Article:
I expected him to be cool. I'd heard the supremely self-possessed Derek Jeter call him "Mr. Torre," as if kneeling at the feet of an ancient elder, and I'd had Dodgers broadcaster Charlie Steiner tell me, with just the slightest hint of exaggeration, that Torre "is like Neo in 'The Matrix,'" a man capable of moving objects in space with a supernatural flick of the wrist. But what I hadn't quite anticipated is the way Torre's calm confidence seems to radiate, seems available to those around him, like a campfire at which they might warm their hands. Some of that comes from winning four World Series rings; he's quick to say his success buys him time and goodwill with people. But some of it is just this: When you're with Joe Torre, you get the feeling -- though, as a student of postmodern culture and a working writer in the world of sports journalism, I know such things are impossible -- that he might actually be for real.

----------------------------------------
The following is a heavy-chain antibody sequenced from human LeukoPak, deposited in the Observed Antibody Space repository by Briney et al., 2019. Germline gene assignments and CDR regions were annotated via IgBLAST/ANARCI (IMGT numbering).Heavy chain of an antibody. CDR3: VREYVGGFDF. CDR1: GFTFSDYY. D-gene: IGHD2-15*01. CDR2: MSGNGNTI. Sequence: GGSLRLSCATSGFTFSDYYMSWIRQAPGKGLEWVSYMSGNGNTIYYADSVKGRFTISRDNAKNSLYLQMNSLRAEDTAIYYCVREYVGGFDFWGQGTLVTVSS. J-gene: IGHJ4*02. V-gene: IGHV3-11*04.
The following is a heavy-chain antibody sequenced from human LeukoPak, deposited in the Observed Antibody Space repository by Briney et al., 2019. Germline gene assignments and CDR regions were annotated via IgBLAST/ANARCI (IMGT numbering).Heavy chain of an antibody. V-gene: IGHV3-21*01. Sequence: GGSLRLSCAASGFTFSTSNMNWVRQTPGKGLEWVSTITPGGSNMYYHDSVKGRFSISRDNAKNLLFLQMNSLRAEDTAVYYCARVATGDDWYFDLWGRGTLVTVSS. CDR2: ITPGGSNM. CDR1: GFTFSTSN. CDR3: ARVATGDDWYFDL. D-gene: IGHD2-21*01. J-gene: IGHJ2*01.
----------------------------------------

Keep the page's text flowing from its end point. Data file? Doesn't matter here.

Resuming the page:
Last fall, the Indians, and the entire Joe Torre Era already seems like a long time ago, doesn't it?